“The media has gotten nearly everything wrong, and UNM just won’t tell the whole truth.”
Weller was killed around 2:15 a.m. on May 4. In an afternoon news conference on May 6, Birmingham wiped away tears on a number of occasions, called Weller “John Wayne” and said Weller “probably had a 4.0 grade point average.”
On June 4, Birmingham and Nuñez gave another news conference to provide more details about the tragedy. Birmingham said Weller was trying to protect a female date in front of a late-night food stand before being killed.
Nuñez said, “From everything I’ve heard about Jackson, it’s not surprising that he would step up and try to do what’s right.”
A recent editorial in the Albuquerque Journal said, “Last month, a UNM baseball player was shot to death along Central near Nob Hill – a case that has rocked the city and the university. The deceased, Jackson Weller, apparently made the fatal mistake of trying to protect his date after she was knocked to the ground in a food stand line.”
Enchantment Sports has attempted to question Nuñez and Birmingham numerous times about the discrepancies from their accounts and the accounts of eyewitnesses and from the surveillance video, and did so by email again on June 20.
On the evening of June 20, Nuñez emailed, “Thank you for the note but we have been advised not to comment any further because this is an ongoing homicide investigation.”
The only person next to Weller at the moment he was shot is a male, who multiple sources said is also a Lobo baseball player. Sources said the 23-year-old Weller was also with at least one other Lobo baseball player during the evening on May 3 and into early-morning hours of May 4.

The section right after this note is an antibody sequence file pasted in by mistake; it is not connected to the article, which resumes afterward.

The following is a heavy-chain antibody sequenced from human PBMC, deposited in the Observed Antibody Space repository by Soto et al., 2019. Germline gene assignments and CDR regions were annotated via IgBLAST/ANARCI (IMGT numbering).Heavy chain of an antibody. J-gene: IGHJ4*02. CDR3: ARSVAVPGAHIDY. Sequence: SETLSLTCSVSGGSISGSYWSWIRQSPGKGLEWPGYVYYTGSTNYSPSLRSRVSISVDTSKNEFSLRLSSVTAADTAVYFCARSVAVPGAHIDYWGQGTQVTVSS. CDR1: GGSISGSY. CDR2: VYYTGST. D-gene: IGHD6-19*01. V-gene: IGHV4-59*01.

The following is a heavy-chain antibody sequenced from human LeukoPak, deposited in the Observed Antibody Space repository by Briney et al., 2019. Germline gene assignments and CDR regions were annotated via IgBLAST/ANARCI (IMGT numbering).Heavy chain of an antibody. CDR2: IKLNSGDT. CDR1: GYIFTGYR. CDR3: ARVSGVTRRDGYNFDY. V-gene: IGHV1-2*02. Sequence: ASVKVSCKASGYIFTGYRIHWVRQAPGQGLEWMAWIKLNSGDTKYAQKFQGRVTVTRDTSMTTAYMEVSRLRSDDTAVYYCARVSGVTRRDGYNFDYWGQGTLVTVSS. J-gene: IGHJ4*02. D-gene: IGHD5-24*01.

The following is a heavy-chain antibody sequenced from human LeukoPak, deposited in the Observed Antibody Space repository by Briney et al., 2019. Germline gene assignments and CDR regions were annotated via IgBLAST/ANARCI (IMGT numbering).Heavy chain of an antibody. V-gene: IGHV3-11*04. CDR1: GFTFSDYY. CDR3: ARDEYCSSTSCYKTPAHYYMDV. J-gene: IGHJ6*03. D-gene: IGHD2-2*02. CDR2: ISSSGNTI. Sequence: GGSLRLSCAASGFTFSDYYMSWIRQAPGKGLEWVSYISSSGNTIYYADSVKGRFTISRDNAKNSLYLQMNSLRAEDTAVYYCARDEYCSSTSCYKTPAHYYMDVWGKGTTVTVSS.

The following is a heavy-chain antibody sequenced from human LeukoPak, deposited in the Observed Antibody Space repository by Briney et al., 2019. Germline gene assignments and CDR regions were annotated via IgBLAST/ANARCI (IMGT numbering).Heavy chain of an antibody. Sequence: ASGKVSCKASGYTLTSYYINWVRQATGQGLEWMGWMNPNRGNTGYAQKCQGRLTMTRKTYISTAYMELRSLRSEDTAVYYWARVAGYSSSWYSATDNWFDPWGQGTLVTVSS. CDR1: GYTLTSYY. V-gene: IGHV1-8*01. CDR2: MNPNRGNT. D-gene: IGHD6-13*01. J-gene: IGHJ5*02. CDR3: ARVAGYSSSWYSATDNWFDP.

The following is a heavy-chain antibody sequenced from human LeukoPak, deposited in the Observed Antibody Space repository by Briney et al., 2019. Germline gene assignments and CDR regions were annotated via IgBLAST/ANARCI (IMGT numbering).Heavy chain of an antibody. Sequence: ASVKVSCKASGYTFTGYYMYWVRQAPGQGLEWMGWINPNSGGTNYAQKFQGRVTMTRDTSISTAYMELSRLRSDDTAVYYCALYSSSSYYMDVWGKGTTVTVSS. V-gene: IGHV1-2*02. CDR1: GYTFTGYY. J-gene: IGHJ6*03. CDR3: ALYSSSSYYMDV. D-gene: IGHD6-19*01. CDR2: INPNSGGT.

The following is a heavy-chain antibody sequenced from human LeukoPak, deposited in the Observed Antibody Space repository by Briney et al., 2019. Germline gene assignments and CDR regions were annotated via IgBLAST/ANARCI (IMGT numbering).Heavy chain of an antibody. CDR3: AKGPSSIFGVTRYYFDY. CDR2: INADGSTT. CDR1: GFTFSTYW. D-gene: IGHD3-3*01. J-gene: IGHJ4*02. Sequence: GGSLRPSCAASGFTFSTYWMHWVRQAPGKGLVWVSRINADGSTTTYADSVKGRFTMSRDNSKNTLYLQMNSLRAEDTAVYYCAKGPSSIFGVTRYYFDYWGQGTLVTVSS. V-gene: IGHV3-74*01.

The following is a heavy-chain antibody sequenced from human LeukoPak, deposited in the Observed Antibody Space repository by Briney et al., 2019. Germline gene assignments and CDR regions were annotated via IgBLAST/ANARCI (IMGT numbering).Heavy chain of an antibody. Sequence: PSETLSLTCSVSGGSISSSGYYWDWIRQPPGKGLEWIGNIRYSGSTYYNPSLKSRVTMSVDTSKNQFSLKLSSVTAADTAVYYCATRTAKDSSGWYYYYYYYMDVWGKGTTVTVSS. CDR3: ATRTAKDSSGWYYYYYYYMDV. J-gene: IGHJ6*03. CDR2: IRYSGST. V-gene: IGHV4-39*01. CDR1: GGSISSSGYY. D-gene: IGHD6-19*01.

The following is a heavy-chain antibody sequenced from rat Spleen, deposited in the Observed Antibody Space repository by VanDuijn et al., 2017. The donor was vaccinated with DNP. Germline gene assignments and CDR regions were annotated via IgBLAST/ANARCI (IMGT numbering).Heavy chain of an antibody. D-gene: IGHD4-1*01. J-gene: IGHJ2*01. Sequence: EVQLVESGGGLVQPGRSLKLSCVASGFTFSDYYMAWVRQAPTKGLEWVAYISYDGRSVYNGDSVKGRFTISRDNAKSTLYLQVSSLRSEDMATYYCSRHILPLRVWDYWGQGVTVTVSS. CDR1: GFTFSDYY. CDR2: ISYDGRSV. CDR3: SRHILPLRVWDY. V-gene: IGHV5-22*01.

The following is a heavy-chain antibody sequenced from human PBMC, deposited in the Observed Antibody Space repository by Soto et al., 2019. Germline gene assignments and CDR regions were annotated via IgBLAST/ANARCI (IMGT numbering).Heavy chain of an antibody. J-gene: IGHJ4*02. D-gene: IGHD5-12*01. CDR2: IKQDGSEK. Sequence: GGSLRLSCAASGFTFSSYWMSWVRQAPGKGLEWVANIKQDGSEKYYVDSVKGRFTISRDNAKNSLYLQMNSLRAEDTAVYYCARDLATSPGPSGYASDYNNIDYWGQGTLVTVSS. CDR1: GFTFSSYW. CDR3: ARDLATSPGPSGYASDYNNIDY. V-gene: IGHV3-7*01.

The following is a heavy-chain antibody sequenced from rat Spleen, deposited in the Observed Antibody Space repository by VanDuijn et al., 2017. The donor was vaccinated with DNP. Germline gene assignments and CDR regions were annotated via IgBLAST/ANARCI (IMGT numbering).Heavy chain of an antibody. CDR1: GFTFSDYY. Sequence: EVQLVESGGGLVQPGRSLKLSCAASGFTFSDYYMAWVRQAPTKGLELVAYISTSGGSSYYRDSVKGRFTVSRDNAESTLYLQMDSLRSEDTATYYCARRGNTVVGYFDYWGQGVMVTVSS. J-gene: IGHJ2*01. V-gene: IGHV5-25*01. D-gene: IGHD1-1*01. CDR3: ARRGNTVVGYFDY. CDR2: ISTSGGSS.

Enchantment Sports has learned that Weller was kicked out of Nob Hill Bar & Grill “sometime before 1:30 a.m.,” on May 4, according to its ownership.
Eyewitnesses said Weller then got into at least one fistfight outside in the Nob Hill area.
The police report said Weller was “engaged in a brief and minor scuffle/fistfight with several subjects shortly before he was shot – though none of these subjects were the person who later approached and shot him.”
Multiple people said they were eyewitnesses to the fight, which they said occurred in an alley next to The Last Call, a Baja Mexican eatery. The late-night, walk-up food stand is on Richmond, one block north of Central Avenue.
Until the shooting, there was no sign of a fight or any type of commotion on the surveillance video.
The video Enchantment Sports reviewed is approximately 14 minutes long. It begins just after 2 a.m., and the shooting is at nearly 2:13 a.m.
On Monday (June 24), Enchantment Sports will release a detailed account with photos of what it viewed in the video. Two such photos are in this story.
Eyewitnesses said the fight in the alley took place prior to the beginning of the surveillance video. They all said the fight did not involve the alleged gunman.